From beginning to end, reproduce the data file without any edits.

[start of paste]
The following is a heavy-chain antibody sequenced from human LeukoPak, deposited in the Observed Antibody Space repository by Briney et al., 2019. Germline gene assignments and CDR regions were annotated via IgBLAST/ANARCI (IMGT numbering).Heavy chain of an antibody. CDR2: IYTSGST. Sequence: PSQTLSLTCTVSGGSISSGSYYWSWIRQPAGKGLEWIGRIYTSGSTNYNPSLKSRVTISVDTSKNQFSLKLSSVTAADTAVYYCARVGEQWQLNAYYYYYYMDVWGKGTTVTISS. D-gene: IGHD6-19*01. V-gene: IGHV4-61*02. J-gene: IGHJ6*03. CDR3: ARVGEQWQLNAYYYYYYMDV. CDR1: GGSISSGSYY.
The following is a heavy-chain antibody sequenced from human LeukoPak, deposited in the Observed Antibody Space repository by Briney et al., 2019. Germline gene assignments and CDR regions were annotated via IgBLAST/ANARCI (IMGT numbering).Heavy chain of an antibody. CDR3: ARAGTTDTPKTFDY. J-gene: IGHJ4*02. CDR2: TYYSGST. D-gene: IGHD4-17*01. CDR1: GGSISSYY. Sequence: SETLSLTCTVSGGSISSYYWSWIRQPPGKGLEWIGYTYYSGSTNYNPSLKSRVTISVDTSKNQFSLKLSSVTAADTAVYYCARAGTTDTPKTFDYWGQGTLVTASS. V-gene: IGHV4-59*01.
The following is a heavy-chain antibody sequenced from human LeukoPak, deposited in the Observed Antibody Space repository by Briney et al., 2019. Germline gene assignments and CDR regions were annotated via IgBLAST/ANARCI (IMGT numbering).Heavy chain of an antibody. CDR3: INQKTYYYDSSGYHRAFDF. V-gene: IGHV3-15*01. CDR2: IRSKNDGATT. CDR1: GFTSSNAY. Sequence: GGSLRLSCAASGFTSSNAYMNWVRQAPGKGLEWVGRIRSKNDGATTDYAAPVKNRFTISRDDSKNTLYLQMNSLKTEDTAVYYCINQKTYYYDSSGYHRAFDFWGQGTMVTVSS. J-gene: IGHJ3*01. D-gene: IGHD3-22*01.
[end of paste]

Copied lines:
The following is a heavy-chain antibody sequenced from human LeukoPak, deposited in the Observed Antibody Space repository by Briney et al., 2019. Germline gene assignments and CDR regions were annotated via IgBLAST/ANARCI (IMGT numbering).Heavy chain of an antibody. CDR2: IYTSGST. Sequence: PSQTLSLTCTVSGGSISSGSYYWSWIRQPAGKGLEWIGRIYTSGSTNYNPSLKSRVTISVDTSKNQFSLKLSSVTAADTAVYYCARVGEQWQLNAYYYYYYMDVWGKGTTVTISS. D-gene: IGHD6-19*01. V-gene: IGHV4-61*02. J-gene: IGHJ6*03. CDR3: ARVGEQWQLNAYYYYYYMDV. CDR1: GGSISSGSYY.
The following is a heavy-chain antibody sequenced from human LeukoPak, deposited in the Observed Antibody Space repository by Briney et al., 2019. Germline gene assignments and CDR regions were annotated via IgBLAST/ANARCI (IMGT numbering).Heavy chain of an antibody. CDR3: ARAGTTDTPKTFDY. J-gene: IGHJ4*02. CDR2: TYYSGST. D-gene: IGHD4-17*01. CDR1: GGSISSYY. Sequence: SETLSLTCTVSGGSISSYYWSWIRQPPGKGLEWIGYTYYSGSTNYNPSLKSRVTISVDTSKNQFSLKLSSVTAADTAVYYCARAGTTDTPKTFDYWGQGTLVTASS. V-gene: IGHV4-59*01.
The following is a heavy-chain antibody sequenced from human LeukoPak, deposited in the Observed Antibody Space repository by Briney et al., 2019. Germline gene assignments and CDR regions were annotated via IgBLAST/ANARCI (IMGT numbering).Heavy chain of an antibody. CDR3: INQKTYYYDSSGYHRAFDF. V-gene: IGHV3-15*01. CDR2: IRSKNDGATT. CDR1: GFTSSNAY. Sequence: GGSLRLSCAASGFTSSNAYMNWVRQAPGKGLEWVGRIRSKNDGATTDYAAPVKNRFTISRDDSKNTLYLQMNSLKTEDTAVYYCINQKTYYYDSSGYHRAFDFWGQGTMVTVSS. J-gene: IGHJ3*01. D-gene: IGHD3-22*01.